You are on page 1of 16

Alternatives and Sources of Data Transmission

Data Transmission
 The transportation of any

kind of information, from one place to another by physical means.  In computer terminology, this means sending streams of bits or bytes from one location to another location using technologies such as copper wire, fiber optics, lasers, radio, or infrared light.

Data Transmission

 Data transmission

involves the communication of digital messages between digital devices. Signals are sent via a network to external devices, such as printers or other computers.

Example of Data Transmission
Emails  A form of data transfer very popular because virtually free, but not secure.  Its possibilities in terms of transmission / reception are limited to a few megabytes (usually up to 5 megabytes or exceptionally up to 10 Megabytes).

The Data Communications Channel
 A communications

channel is the medium through which digital information must pass.

Same as line, link, or pipe Requires special hardware that transmits the digital information between computers

Transmission Channels
 Transmission

channels are pathways that transfer data  Three Transmission Modes used to exchange data: 1. Simplex Data flows in only one direction from the transmitter device to the receiver device 2. Half-duplex Half-duplex mode allows data to move in either direction, but each device must take turns in using the line 3. Full-duplex mode With full-duplex transmission, data can flow in both directions simultaneously.

Transmission Channels
Three Transmission

Modes used to exchange data: 1. Simplex 2. Half-duplex 3. Full-duplex mode

Transmission Media: Twisted-Pair Wire
 Twisted-pair

wire contains two insulated copper wires twisted around each other  One twisted-pair line provides POTS  Plain old telephone service: analog line that permits voice service  Another service is DSL  Digital subscriber line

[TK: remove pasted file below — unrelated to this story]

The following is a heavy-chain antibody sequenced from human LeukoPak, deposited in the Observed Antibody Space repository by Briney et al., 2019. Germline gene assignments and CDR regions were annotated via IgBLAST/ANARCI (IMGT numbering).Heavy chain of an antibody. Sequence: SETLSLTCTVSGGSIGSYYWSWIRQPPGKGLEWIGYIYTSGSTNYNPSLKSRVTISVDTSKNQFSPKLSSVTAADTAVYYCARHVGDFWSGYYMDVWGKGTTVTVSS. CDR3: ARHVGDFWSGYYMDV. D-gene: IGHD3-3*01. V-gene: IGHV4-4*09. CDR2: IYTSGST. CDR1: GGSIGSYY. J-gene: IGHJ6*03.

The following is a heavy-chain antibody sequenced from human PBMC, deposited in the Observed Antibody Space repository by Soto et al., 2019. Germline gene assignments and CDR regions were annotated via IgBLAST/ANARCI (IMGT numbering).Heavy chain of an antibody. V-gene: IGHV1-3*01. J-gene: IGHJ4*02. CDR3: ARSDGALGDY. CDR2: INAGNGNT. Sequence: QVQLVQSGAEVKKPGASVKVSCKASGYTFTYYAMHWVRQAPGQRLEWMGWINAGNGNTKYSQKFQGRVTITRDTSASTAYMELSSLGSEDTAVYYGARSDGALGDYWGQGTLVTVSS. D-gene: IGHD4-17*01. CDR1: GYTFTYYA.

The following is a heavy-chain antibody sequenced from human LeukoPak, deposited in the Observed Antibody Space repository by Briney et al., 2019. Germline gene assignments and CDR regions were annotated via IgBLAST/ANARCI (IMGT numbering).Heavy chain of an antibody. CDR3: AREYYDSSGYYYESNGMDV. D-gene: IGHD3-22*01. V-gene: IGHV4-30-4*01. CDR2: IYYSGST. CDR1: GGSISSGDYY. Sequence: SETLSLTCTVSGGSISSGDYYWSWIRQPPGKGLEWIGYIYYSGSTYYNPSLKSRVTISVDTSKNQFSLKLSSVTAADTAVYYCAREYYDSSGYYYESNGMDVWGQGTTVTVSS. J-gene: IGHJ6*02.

Transmission Media: Coaxial Cable
 Coax:

the cable in “cable television”  Minimum signal distortion  Has a very wide pipe  Hundreds of times faster than POTS  100 times faster than ISDN  Need a cable modem

Transmission Media: Wireless Communication
 Carries

data via microwave or radio signals  Transmission is line-ofsight  Use transceivers/repeater stations  Satellites
 

Eliminates line-of-sight limitation Geosynchronous orbit set at 22,300 miles above earth

Transmission Media: Fiber Optic Cable
 Carries

data as lasergenerated pulses of light  Foundation transmission medium for Internet backbone  Better for data security  Future technology looks like very big “pipe”

Controlling Transmissions over Communications Channels
 Communication 

protocols Rules that govern the way data are transmitted TCP/IP (Transmission Control Protocol/Internet)
Protocol

Asynchronous and Synchronous
Asynchronous Transmission  

uses start and stop bits to signify the beginning and end of a transmission. The start and stop bits must be of opposite polarity. This allows the receiver to recognize when the second packet of information is being sent.

Asynchronous and Synchronous
Synchronous Transmission

uses no start and stop bits but instead synchronizes transmission speeds at both the receiving and sending end of the transmission. A continual stream of data is then sent between the two nodes.

Asynchronous Transmission

Synchronous Transmission

Low speed  Modem needed  Transmitted as needed  Start/stop bits used

High speed  Source and destination in “synch”  No start/stop bits needed

“Just because you can, doesn’t mean you should.”
-

Acheron Parthenopaeus

“There are three kinds of family: those we are born to, those who are born to us, and those we let into our hearts.”

- Simi Parthenopaeus